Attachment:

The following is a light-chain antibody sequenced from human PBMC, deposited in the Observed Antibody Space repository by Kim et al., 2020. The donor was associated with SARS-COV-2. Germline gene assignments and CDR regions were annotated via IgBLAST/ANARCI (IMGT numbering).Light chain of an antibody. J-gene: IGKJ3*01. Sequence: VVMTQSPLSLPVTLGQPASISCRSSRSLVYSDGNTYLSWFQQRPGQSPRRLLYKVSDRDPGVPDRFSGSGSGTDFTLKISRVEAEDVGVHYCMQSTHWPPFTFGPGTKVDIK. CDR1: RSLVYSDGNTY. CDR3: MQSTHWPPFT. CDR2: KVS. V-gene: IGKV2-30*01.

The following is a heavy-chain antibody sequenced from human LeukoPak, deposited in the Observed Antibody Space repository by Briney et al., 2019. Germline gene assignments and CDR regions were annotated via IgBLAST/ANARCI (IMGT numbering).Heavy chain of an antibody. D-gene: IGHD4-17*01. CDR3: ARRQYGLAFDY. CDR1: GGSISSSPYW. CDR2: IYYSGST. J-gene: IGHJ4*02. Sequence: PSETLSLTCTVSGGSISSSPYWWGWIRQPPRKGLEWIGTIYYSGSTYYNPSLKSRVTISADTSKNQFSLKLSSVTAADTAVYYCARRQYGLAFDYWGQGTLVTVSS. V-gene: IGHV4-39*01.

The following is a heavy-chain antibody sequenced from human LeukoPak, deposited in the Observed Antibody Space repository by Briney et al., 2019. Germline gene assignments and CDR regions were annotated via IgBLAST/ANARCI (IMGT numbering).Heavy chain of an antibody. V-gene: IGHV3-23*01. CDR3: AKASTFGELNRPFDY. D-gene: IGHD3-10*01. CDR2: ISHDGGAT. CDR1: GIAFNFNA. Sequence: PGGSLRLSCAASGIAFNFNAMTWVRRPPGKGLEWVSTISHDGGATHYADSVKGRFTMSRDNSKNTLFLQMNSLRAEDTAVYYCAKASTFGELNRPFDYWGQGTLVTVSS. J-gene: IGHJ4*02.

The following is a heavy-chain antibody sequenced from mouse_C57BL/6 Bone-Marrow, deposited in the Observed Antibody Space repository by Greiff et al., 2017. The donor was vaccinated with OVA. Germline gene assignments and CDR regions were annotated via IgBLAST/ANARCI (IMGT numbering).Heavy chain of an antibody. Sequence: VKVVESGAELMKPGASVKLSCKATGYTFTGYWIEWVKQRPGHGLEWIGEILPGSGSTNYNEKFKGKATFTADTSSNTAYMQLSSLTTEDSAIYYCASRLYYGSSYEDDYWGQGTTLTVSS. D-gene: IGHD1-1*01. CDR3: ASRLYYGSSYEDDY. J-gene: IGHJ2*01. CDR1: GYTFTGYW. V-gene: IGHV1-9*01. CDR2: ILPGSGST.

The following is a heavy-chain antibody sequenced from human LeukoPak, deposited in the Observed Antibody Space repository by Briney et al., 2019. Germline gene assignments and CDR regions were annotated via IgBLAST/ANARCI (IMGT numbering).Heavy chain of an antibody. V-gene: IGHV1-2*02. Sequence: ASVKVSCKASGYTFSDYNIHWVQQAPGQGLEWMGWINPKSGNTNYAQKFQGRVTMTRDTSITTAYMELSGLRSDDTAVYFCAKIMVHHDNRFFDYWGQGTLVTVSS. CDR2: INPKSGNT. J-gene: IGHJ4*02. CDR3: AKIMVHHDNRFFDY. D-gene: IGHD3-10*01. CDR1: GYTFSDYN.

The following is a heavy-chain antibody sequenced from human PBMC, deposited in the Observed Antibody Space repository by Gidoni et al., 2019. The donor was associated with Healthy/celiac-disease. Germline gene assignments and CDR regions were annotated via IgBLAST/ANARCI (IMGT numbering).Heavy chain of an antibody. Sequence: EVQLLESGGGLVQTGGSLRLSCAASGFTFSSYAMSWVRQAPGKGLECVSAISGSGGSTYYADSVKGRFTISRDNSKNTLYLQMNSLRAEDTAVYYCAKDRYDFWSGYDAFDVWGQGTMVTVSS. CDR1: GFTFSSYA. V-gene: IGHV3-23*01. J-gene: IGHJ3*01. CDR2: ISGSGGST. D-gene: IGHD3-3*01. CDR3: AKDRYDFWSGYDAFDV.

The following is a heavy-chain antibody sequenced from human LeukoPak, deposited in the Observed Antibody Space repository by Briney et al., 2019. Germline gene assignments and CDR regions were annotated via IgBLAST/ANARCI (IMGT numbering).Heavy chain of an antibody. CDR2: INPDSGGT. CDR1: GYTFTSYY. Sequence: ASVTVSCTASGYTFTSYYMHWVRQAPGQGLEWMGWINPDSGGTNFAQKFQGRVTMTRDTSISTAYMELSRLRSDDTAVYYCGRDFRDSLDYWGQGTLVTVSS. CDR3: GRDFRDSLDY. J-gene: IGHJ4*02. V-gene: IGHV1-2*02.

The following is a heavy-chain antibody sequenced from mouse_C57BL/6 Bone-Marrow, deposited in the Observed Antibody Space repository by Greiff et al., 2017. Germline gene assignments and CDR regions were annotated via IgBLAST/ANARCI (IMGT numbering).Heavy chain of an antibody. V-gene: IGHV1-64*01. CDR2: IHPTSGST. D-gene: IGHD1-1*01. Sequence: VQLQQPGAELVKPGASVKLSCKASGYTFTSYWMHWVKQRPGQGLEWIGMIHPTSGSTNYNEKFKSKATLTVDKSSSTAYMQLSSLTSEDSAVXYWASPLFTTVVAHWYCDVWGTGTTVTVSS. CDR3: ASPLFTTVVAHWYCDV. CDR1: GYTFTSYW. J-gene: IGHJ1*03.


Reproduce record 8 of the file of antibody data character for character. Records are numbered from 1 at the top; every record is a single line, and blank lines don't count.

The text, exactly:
The following is a heavy-chain antibody sequenced from mouse_C57BL/6 Bone-Marrow, deposited in the Observed Antibody Space repository by Greiff et al., 2017. Germline gene assignments and CDR regions were annotated via IgBLAST/ANARCI (IMGT numbering).Heavy chain of an antibody. V-gene: IGHV1-64*01. CDR2: IHPTSGST. D-gene: IGHD1-1*01. Sequence: VQLQQPGAELVKPGASVKLSCKASGYTFTSYWMHWVKQRPGQGLEWIGMIHPTSGSTNYNEKFKSKATLTVDKSSSTAYMQLSSLTSEDSAVXYWASPLFTTVVAHWYCDVWGTGTTVTVSS. CDR3: ASPLFTTVVAHWYCDV. CDR1: GYTFTSYW. J-gene: IGHJ1*03.